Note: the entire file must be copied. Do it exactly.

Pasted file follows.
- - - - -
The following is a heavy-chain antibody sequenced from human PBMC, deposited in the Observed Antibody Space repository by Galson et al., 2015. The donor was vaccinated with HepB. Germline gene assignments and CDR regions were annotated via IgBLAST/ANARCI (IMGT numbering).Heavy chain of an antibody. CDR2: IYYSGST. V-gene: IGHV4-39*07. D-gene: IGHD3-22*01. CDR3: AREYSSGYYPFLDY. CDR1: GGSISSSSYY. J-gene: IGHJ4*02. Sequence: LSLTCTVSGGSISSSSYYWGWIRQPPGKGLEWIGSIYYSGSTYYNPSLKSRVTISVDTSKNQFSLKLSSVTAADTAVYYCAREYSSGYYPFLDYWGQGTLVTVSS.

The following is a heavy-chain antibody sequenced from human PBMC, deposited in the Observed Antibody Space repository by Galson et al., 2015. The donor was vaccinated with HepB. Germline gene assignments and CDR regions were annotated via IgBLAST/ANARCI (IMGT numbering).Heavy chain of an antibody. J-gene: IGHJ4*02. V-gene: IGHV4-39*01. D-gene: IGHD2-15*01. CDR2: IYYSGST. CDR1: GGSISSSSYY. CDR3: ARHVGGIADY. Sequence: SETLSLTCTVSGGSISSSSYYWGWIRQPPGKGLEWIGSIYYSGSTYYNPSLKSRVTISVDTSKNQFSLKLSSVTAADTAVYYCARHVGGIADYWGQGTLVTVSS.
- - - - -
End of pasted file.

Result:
The following is a heavy-chain antibody sequenced from human PBMC, deposited in the Observed Antibody Space repository by Galson et al., 2015. The donor was vaccinated with HepB. Germline gene assignments and CDR regions were annotated via IgBLAST/ANARCI (IMGT numbering).Heavy chain of an antibody. CDR2: IYYSGST. V-gene: IGHV4-39*07. D-gene: IGHD3-22*01. CDR3: AREYSSGYYPFLDY. CDR1: GGSISSSSYY. J-gene: IGHJ4*02. Sequence: LSLTCTVSGGSISSSSYYWGWIRQPPGKGLEWIGSIYYSGSTYYNPSLKSRVTISVDTSKNQFSLKLSSVTAADTAVYYCAREYSSGYYPFLDYWGQGTLVTVSS.

The following is a heavy-chain antibody sequenced from human PBMC, deposited in the Observed Antibody Space repository by Galson et al., 2015. The donor was vaccinated with HepB. Germline gene assignments and CDR regions were annotated via IgBLAST/ANARCI (IMGT numbering).Heavy chain of an antibody. J-gene: IGHJ4*02. V-gene: IGHV4-39*01. D-gene: IGHD2-15*01. CDR2: IYYSGST. CDR1: GGSISSSSYY. CDR3: ARHVGGIADY. Sequence: SETLSLTCTVSGGSISSSSYYWGWIRQPPGKGLEWIGSIYYSGSTYYNPSLKSRVTISVDTSKNQFSLKLSSVTAADTAVYYCARHVGGIADYWGQGTLVTVSS.